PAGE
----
Factors Causing Obesity - Obesity risk factors

Obesity risk factors Part 2

It is a rarity that a clear pattern of inherited obesity within a family is caused by a specific variant of a single gene (monogenic obesity). Most obesity, however, probably results from complex interactions among multiple genes and environmental factors that remain poorly understood (multifactorial obesity). Some of these factors are discussed in part 1 of this blog, below are some other factors causing obesity.


Family History

Health care practitioners routinely collect family health history to help identify people at high risk of obesity-related diseases.  Some of these related diseases are diabetes, cardiovascular diseases, and some forms of cancer. Family health history reflects the effects of shared genetics and environment among close relatives. Families can’t change their genes but they can change the family environment to encourage healthy eating habits and physical activity. Those changes can improve the health of family members and improve the family health history of the next generation.


Diseases and Drugs

Some illnesses may lead to obesity or weight gain. These may include Cushing’s disease and polycystic ovary syndrome. Drugs such as steroids and some antidepressants may also cause weight gain. The science continues to emerge on the role of other factors in energy balance and weight gains such as chemical exposures and the role of the microbiome.


Factors Causing Obesity – Health Consequences

People who have obesity, compared to those with a normal or healthy weight, are at increased risk for many serious diseases and health conditions, including the following:

  • All-causes of death (mortality)
  • High blood pressure (Hypertension)
  • High LDL cholesterol, low HDL cholesterol, or high levels of triglycerides (Dyslipidaemia)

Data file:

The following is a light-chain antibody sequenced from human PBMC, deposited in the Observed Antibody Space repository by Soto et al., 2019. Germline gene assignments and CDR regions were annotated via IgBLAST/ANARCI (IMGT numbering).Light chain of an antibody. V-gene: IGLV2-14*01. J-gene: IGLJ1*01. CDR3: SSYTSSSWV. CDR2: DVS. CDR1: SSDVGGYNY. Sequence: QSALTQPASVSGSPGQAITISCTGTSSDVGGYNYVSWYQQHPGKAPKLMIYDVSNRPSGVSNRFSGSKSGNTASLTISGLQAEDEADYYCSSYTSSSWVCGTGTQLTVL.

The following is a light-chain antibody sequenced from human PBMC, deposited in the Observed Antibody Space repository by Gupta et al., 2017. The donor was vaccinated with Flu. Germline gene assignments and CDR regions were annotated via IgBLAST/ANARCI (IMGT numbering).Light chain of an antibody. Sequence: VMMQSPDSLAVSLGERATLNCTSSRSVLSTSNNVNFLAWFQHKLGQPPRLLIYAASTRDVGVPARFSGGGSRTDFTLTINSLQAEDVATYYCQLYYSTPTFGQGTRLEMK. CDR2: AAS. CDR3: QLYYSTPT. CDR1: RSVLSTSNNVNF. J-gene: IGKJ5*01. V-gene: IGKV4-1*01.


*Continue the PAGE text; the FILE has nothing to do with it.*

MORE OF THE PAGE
• Type 2 diabetes
  • Coronary heart disease
  • Stroke
  • Gallbladder disease
  • Osteoarthritis (a breakdown of cartilage and bone within a joint)
  • Sleep apnoea and breathing problems
  • Some cancers (endometrial, breast, colon, kidney, gallbladder, and liver)
  • Low quality of life
  • Mental illness such as clinical depression, anxiety, and other mental disorders
  • Body pain and difficulty with physical functioning

So how do we turn this around? Can you avoid somethings you regularly consume? Eating less processed foods, eliminating sodas, refined sugars and lowering our alcohol content is a great start. Moving our bodies according to our physical and fitness level at that time will help to create a domino effect towards health and wellbeing. Gravitating towards support groups and educating yourself and your family on the importance of health and that it’s a process, not a sprint. Small changes over time make for a lasting result.

We understand that this can be a hard thing to change that is why we are here for all your needs and have an understanding and supportive approach. Get in contact today to get your health back on track and a focal point for you. Click the Nutrition link below to have a look into what we have to offer 🙂



Nicole McDermott

I am passionate about working with people on a holistic level to balance hormones, improve mood, manage weight all whilst educating people on the benefits of a balanced whole foods diet. Follow more great advice from Nic here.